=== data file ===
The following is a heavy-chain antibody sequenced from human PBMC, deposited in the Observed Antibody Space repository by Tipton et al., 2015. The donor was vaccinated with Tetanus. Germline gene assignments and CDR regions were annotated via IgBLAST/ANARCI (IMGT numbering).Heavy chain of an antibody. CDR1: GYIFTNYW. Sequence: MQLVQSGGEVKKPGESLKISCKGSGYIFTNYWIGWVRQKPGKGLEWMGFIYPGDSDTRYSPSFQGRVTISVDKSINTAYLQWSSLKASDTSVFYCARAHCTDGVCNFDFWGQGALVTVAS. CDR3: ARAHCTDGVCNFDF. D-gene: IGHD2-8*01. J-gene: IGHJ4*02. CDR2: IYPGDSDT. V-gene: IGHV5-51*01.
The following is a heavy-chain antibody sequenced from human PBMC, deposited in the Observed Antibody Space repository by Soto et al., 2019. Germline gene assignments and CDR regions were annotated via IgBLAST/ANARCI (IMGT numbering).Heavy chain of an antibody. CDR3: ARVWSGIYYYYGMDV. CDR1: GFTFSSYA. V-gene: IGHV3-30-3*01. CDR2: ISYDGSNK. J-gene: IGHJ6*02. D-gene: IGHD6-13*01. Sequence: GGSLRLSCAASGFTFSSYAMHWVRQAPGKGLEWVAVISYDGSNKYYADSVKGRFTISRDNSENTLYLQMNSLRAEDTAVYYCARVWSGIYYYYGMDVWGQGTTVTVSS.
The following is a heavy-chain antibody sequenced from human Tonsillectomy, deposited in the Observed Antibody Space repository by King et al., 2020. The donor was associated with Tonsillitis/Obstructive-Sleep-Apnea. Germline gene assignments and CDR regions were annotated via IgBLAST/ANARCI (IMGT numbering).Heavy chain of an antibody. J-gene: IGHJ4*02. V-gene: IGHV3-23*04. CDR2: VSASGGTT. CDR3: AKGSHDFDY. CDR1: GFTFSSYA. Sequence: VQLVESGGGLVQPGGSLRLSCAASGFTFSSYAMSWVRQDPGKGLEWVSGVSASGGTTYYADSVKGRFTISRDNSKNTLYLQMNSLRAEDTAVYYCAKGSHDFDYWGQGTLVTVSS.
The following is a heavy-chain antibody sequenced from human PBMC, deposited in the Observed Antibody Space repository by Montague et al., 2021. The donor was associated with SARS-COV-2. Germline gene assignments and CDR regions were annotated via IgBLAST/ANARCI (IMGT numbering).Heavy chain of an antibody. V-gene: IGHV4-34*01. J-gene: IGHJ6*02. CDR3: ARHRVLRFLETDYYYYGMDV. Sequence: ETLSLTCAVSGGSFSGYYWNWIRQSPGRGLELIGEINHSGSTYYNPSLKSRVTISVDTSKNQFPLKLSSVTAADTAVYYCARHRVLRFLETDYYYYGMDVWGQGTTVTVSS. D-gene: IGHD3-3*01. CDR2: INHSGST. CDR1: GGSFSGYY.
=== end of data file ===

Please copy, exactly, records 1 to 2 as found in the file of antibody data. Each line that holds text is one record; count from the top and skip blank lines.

The following is a heavy-chain antibody sequenced from human PBMC, deposited in the Observed Antibody Space repository by Tipton et al., 2015. The donor was vaccinated with Tetanus. Germline gene assignments and CDR regions were annotated via IgBLAST/ANARCI (IMGT numbering).Heavy chain of an antibody. CDR1: GYIFTNYW. Sequence: MQLVQSGGEVKKPGESLKISCKGSGYIFTNYWIGWVRQKPGKGLEWMGFIYPGDSDTRYSPSFQGRVTISVDKSINTAYLQWSSLKASDTSVFYCARAHCTDGVCNFDFWGQGALVTVAS. CDR3: ARAHCTDGVCNFDF. D-gene: IGHD2-8*01. J-gene: IGHJ4*02. CDR2: IYPGDSDT. V-gene: IGHV5-51*01.
The following is a heavy-chain antibody sequenced from human PBMC, deposited in the Observed Antibody Space repository by Soto et al., 2019. Germline gene assignments and CDR regions were annotated via IgBLAST/ANARCI (IMGT numbering).Heavy chain of an antibody. CDR3: ARVWSGIYYYYGMDV. CDR1: GFTFSSYA. V-gene: IGHV3-30-3*01. CDR2: ISYDGSNK. J-gene: IGHJ6*02. D-gene: IGHD6-13*01. Sequence: GGSLRLSCAASGFTFSSYAMHWVRQAPGKGLEWVAVISYDGSNKYYADSVKGRFTISRDNSENTLYLQMNSLRAEDTAVYYCARVWSGIYYYYGMDVWGQGTTVTVSS.